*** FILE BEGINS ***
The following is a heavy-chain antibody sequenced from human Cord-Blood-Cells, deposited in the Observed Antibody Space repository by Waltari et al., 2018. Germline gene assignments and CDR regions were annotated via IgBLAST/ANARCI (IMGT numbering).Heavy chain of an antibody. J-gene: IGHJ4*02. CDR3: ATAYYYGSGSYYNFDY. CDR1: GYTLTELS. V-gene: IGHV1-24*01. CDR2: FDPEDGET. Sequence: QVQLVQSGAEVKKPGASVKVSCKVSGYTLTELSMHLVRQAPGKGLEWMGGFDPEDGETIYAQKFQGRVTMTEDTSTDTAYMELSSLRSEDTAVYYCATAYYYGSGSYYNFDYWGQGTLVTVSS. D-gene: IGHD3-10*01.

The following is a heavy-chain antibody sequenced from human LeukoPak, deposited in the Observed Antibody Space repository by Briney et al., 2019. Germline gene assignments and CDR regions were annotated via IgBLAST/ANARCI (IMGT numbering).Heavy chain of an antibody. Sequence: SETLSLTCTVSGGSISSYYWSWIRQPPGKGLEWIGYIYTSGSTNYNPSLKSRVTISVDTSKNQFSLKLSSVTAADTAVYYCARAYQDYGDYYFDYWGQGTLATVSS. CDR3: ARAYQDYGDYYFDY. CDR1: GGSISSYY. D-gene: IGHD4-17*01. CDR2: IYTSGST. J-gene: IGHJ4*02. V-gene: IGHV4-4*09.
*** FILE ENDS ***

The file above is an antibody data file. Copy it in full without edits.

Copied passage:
The following is a heavy-chain antibody sequenced from human Cord-Blood-Cells, deposited in the Observed Antibody Space repository by Waltari et al., 2018. Germline gene assignments and CDR regions were annotated via IgBLAST/ANARCI (IMGT numbering).Heavy chain of an antibody. J-gene: IGHJ4*02. CDR3: ATAYYYGSGSYYNFDY. CDR1: GYTLTELS. V-gene: IGHV1-24*01. CDR2: FDPEDGET. Sequence: QVQLVQSGAEVKKPGASVKVSCKVSGYTLTELSMHLVRQAPGKGLEWMGGFDPEDGETIYAQKFQGRVTMTEDTSTDTAYMELSSLRSEDTAVYYCATAYYYGSGSYYNFDYWGQGTLVTVSS. D-gene: IGHD3-10*01.

The following is a heavy-chain antibody sequenced from human LeukoPak, deposited in the Observed Antibody Space repository by Briney et al., 2019. Germline gene assignments and CDR regions were annotated via IgBLAST/ANARCI (IMGT numbering).Heavy chain of an antibody. Sequence: SETLSLTCTVSGGSISSYYWSWIRQPPGKGLEWIGYIYTSGSTNYNPSLKSRVTISVDTSKNQFSLKLSSVTAADTAVYYCARAYQDYGDYYFDYWGQGTLATVSS. CDR3: ARAYQDYGDYYFDY. CDR1: GGSISSYY. D-gene: IGHD4-17*01. CDR2: IYTSGST. J-gene: IGHJ4*02. V-gene: IGHV4-4*09.